Feb 10, 2021, 05:57AM

The Ancestral Rite of Skiing

My wife’s grandmother carved out trails.

Screen shot 2021 02 10 at 12.20.19 am.png?ixlib=rails 2.1

Skiing runs in my wife’s family. Around 1935, her grandparents, along with friends, set up a tow line to bring skiers up a hill south of Buffalo, powered by the battery of a 1932 Buick. “I’m pretty sure it was the first ski lift in Western New York,” Nan Russell Carter, or Granny, told a Buffalo newspaper in 1976. In 1936, Nan and James Carter got married, and went off on a ski honeymoon in the Alps. Photos show them smiling on a glacier; she carries the backpack.

Nan, born in 1913 and formally named Anne, came from a family of doctors, bankers and politicians; the latter included her great-great-grandfather DeWitt Clinton. She went to college and wanted to be a doctor, but her physician father upheld convention: she could be a nurse if she wanted. She didn’t, but in later years, after raising six kids, Nan devoted vast energy to teaching skiing to people who faced obstacles on the slopes: the blind, the disabled, the elderly.

Alpine, or downhill, skiing was catching on in America in the 1930s, with early adopters concentrated in New York and New England. The first Winter Olympics had been in 1924, in Chamonix, France; the first in the U.S. was in 1932 at Lake Placid, N.Y. Émigrés from Austria and elsewhere fleeing Europe’s troubles added to America’s base of skiing knowledge. After the war, U.S. Army 10th Mountain Division veterans who’d fought on skis were prominent in starting resorts, and the sport’s spread to the Mountain West accelerated.

The ski area Nan and Jim Carter helped found, Red Jacket in Eden, N.Y., was run as a club. Families would pay for a season membership, though guests could buy a day pass. Generations of Carters learned to ski there, including my wife Brooke, on skis at age two, and her aunt Anne, who remembers needing an adult to lift the heavy tow rope from the snow. There was a warming shack with a stove under hanging wet mittens. This operation endured into the 1990s, shut by high insurance costs and shortfalls of snow, as snow-making equipment was too pricey.

In the early-1960s, Nan became an instructor at a ski area in Glenwood, N.Y. She’d broken her arm in a November horseback riding accident and wanted something to do. A couple of years later, she met a local girl who was losing her sight, which led to Nan’s involvement in a program to teach skiing to the blind and near-blind. Anne, who helped with some lessons, recalls they’d call out instructions such as “Pick up your right ski and move it to two o’clock. Now do the same with your left.” In time, Nan and Jim rigged up plastic sleds and skis with walkers to expand the program to students with motor disabilities.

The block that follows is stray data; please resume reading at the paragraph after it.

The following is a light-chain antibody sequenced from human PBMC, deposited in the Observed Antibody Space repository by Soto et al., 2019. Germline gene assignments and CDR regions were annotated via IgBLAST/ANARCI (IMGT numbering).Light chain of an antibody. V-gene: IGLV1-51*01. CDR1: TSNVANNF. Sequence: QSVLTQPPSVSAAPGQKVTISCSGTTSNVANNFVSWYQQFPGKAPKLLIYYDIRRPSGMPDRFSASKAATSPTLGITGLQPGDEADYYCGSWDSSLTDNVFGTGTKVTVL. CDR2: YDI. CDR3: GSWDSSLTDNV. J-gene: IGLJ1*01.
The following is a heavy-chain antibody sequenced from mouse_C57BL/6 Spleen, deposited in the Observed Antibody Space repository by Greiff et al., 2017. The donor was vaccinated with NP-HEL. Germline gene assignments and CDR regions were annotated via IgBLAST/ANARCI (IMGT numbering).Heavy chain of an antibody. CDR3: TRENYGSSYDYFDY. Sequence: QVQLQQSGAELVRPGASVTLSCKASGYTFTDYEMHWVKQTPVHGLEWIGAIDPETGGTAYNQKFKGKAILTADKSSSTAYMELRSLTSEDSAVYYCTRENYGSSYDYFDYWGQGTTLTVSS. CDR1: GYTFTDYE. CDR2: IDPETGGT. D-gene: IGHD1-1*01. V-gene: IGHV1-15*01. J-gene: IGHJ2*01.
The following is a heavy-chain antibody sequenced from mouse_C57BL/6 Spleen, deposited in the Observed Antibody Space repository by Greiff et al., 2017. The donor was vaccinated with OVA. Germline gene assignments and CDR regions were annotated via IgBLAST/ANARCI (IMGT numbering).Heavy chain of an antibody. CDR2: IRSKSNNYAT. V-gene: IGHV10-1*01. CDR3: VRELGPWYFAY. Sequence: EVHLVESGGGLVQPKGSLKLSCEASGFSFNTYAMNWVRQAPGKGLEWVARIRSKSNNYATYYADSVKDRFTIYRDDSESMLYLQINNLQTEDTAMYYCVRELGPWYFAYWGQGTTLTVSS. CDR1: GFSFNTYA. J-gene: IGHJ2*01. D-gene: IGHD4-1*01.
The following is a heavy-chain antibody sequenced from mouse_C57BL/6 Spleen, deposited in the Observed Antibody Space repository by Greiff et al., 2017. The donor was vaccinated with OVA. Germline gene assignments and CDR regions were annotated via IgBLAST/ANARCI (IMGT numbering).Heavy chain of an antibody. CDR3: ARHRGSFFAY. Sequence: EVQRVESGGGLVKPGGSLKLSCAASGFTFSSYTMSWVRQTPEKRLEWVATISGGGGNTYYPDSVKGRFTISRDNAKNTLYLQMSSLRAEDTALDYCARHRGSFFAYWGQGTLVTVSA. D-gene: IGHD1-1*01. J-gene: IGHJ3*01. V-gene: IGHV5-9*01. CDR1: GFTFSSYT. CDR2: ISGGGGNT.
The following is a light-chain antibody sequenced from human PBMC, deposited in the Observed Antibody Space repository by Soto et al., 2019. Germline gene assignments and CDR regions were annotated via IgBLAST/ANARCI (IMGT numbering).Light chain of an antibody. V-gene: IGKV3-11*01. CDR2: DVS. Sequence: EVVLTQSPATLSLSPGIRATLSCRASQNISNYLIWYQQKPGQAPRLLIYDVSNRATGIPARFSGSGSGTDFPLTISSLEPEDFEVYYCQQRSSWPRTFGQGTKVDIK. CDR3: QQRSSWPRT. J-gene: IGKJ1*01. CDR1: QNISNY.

The family often took ski vacations to Vermont, and after Jim died, Nan moved into a retirement community in that state. She whimsically told my future wife that if she lived to be 92, she’d like to be put on skis and pushed down the back side of Mad River Glen, a rugged Vermont ski area. As it happened, Nan died at 89 in 2002, and some of her ashes were deposited there near the top of the lift, the rest carried down the slope for a final run.

My wife grew up ski racing, as did many of her relatives; Nan had been doing that back in the late-1930s. After college, Brooke switched to coaching racers on weekends. A few in the family dabbled in ski jumping over the years. Anne goes heli-skiing. Her brother David does ski patrol. For me, growing up in Queens, skiing was like religion: other people did it. It was something William F. Buckley, Jr. wrote essays about, along with piloting and sailing. When I gave skiing a try, in my mid-20s, my first experience was a high-anxiety series of sprawls on an icy Catskills slope. I went a few more times over the next year or two, then gave it up as an expensive activity I wasn’t particularly good at.

When I began dating Brooke in 2005, however, I felt—even without pressure—that I ought to try one of her sporting passions. Skiing or rock climbing? The latter, with its heights and knots, was something I’d want to do only rarely, at a gym. Snowy mountains, though, retained a mystique; and Brooke was driving regularly to New Jersey to coach a racing team.

Skiing’s part of our life now. Our son was on skis at 13 months. We ski mostly in the Eastern U.S., though we went to Banff in the Canadian Rockies a few years ago. The East can’t match the West’s high mountains, but the East’s ice offers a training benefit. In this pandemic winter, we’ve stayed local, skiing at Campgaw, a gentle hill in New Jersey.

When you’ve married into a family of skiers, you’ll likely never catch up from your late start. Best to travel one’s own pace, on the slopes you can handle, improving as best you can. If skiing seems difficult, think how much harder it could’ve been, back when the skis were wooden, few trails had been carved, and a ’32 Buick battery powered your lift.

—Kenneth Silber is author of In DeWitt’s Footsteps: Seeing History on the Erie Canal and is on Twitter: @kennethsilber

  • Update: Nan's son Bob tells me that, at least by the 1940s, they were using the car's engine, not just a battery, to run the tow line. "It is correct that it was the 1930s Buick Engine but we ended up having to melt snow in order to put water in the radiator for the engine and then run the rope tow with the engine. One of the difficulties that we had is that a battery could be frozen and we had to start the engine with a crank."

    Responses to this comment

Register or Login to leave a comment